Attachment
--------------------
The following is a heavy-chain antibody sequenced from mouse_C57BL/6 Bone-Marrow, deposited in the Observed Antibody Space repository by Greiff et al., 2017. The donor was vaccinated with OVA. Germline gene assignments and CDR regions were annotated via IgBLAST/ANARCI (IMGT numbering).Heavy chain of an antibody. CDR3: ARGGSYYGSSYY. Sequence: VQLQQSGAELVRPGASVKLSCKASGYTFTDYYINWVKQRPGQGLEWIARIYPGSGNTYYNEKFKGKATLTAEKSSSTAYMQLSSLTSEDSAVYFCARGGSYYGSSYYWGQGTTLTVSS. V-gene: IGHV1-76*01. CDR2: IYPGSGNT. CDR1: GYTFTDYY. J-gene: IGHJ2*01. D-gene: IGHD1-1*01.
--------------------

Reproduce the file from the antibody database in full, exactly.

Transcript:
The following is a heavy-chain antibody sequenced from mouse_C57BL/6 Bone-Marrow, deposited in the Observed Antibody Space repository by Greiff et al., 2017. The donor was vaccinated with OVA. Germline gene assignments and CDR regions were annotated via IgBLAST/ANARCI (IMGT numbering).Heavy chain of an antibody. CDR3: ARGGSYYGSSYY. Sequence: VQLQQSGAELVRPGASVKLSCKASGYTFTDYYINWVKQRPGQGLEWIARIYPGSGNTYYNEKFKGKATLTAEKSSSTAYMQLSSLTSEDSAVYFCARGGSYYGSSYYWGQGTTLTVSS. V-gene: IGHV1-76*01. CDR2: IYPGSGNT. CDR1: GYTFTDYY. J-gene: IGHJ2*01. D-gene: IGHD1-1*01.